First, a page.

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10 Aug 2011 09:01
My recent review of the Samsung Galaxy Tab 10.1 Android tablet stirred up a dreary and inevitable round of OS advocacy and such, with both Apple and Android lovers baying like wounded members of persecuted religious minorities, arguing about which OS is most worthy of our love and devotion.
For me, no love or devotion is due to an operating system or a gadget.
I’m enough of an old technology hand to know that any love we harbour for our gadgets is unrequited and generally tragic—not least because you are not destined to have a long-term love-affair with your gizmos, as they will be semi-obsolete in a year or two.
Don’t get me wrong. I know that some devices, apps and systems can work well—that is, they can make it easier to do something that was hard, or possible to do something that was impossible.
That’s why we all use this stuff.
Because technology fails all the time. Networked, general-purpose computing devices have so many different failure modes that they can hardly be counted. Your phone or tablet can have problems coping with something as abstract as bad maximum transmission unit sizes in its network connection, or as concrete as being dropped and trodden on by your toddler.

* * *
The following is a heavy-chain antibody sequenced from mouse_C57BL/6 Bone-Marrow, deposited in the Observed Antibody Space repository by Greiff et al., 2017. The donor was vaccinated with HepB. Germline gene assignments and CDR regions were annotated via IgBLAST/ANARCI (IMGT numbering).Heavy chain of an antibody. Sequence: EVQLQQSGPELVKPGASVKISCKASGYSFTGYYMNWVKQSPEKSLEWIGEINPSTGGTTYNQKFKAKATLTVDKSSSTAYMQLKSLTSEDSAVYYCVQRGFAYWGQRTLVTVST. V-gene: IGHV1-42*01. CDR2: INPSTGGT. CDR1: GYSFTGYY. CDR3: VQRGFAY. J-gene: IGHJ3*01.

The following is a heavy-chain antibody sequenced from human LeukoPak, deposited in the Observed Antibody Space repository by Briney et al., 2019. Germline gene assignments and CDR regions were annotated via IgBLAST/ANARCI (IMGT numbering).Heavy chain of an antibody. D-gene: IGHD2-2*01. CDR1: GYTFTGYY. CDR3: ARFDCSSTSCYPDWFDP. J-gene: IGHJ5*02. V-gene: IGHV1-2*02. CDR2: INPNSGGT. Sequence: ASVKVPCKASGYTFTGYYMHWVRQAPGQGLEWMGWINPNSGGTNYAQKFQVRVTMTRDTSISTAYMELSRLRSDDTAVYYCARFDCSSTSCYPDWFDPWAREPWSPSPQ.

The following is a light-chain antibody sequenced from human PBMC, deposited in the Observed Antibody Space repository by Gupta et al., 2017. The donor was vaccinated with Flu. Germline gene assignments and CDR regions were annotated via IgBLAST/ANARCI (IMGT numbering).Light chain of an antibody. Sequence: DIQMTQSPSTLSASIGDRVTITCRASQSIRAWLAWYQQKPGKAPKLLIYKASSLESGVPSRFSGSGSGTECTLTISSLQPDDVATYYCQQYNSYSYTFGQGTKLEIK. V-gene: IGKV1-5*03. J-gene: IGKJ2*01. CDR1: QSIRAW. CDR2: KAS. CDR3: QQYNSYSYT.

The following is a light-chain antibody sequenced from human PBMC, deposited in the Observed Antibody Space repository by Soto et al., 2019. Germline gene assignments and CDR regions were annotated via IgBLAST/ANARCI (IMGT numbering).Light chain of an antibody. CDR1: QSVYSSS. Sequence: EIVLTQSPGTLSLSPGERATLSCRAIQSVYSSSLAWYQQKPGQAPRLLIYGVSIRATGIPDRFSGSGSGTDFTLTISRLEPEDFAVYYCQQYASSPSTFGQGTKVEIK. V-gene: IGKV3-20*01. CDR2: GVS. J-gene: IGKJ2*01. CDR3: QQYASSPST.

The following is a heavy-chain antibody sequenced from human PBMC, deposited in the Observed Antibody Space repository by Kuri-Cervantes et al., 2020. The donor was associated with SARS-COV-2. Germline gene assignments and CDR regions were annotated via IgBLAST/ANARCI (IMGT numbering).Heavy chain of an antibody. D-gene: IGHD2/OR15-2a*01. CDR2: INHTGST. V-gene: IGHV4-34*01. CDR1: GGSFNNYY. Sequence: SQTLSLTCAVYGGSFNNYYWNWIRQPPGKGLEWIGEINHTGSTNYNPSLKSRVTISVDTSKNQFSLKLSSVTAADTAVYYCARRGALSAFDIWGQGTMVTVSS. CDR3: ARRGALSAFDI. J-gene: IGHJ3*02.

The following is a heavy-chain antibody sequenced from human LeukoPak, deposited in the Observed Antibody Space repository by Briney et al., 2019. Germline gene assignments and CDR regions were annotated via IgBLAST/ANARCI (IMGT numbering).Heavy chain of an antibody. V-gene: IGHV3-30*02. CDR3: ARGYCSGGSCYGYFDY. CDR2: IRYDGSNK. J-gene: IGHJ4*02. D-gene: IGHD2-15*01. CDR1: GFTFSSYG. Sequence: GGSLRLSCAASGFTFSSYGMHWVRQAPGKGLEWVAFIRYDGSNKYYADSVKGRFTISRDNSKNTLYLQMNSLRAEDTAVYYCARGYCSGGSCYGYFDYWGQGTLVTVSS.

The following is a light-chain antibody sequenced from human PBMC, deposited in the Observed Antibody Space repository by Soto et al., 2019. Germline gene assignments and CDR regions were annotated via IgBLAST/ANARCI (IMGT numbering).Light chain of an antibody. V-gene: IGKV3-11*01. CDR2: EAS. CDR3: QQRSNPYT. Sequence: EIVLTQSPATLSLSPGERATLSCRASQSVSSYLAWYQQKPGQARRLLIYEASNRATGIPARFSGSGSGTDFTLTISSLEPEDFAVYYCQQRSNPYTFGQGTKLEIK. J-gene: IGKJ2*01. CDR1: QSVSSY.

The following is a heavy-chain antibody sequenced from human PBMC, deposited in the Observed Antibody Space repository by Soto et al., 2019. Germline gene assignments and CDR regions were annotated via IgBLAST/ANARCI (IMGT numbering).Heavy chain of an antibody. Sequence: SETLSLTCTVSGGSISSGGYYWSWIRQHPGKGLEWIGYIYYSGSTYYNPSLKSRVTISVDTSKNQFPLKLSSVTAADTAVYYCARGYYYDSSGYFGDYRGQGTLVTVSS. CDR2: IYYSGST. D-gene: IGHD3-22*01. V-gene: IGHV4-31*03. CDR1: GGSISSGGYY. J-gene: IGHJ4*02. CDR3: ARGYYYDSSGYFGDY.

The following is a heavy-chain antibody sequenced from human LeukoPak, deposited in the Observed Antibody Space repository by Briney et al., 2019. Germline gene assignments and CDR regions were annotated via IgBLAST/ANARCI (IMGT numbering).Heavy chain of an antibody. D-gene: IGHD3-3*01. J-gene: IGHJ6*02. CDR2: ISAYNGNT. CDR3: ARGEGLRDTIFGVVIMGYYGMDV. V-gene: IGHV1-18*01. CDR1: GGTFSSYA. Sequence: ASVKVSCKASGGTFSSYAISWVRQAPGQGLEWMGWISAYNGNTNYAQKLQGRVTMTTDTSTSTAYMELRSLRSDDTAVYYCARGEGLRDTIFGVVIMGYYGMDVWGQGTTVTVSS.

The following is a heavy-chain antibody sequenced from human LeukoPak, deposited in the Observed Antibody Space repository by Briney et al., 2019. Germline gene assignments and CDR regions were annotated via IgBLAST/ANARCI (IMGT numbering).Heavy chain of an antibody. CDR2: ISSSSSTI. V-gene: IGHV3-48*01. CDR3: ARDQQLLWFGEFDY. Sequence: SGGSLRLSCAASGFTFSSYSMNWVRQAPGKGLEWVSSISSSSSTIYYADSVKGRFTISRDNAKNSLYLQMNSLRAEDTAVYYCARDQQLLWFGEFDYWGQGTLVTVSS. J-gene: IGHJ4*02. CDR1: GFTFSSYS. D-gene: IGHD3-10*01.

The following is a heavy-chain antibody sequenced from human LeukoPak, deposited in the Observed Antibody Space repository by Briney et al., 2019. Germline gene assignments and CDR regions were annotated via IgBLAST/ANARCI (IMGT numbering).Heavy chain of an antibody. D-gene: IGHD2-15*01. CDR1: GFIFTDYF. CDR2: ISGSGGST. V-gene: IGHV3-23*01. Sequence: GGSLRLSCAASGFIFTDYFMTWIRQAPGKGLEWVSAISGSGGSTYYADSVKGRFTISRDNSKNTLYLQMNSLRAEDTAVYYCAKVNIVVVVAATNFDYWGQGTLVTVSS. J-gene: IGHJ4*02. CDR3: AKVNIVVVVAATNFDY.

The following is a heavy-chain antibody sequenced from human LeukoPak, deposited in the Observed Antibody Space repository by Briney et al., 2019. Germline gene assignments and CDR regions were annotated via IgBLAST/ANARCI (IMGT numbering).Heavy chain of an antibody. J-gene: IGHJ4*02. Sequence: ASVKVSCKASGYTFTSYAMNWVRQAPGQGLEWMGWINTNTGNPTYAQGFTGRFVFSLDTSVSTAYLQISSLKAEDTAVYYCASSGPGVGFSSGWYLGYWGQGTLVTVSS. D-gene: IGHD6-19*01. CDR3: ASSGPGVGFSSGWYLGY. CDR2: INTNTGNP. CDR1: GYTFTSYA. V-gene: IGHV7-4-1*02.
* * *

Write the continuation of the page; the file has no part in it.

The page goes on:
A program that runs flawlessly one day can be derailed by another program, or an OS update, or a mysterious configuration problem—hence the old “Rename your preferences folder and restart” diagnostic procedure.
The general state of technology is to be broken; which is not so different from other complex systems, like technology’s users. You might have lost a pre-beach holiday stone thanks to diet and exercise, only to get a spot on your cheek, bad traffic on the way to the airport, a row with your spouse, and a jammed knuckle from your suitcase handle. Human beings who can soldier on and stay happy and functional in the face of adversity are said to be “resilient,” which means that they fail well.
After all, it’s no good being the world’s happiest, best-adjusted, nicest person if you fall to pieces the minute you get a paper-cut. And that goes double for interpersonal systems: any couple can be happy when everything is going right, but no marriage can survive unless both of its participants are capable of soldiering on when things are going pear-shaped.
I don’t use Android tablets and phones because I hate Apple; I most certainly don’t use them because I love Google. And I don’t prefer Android to iOS because it works better than Apple—in some aspects, it does, in some aspects it doesn’t.
I use Android because I don’t trust Google. Sure, I trust and like individual googlers, and admire many of the things the company has managed—but I don’t for one moment think that Google’s management is making its decisions in order to make me happy, fulfilled and free.
I think there are good days when Google’s management might believe that helping me attain those ends will make it more money, but if it were to believe that making me miserable would enrich its shareholders without alienating too many of its key personnel and partners, my happiness would cease to matter in the slightest.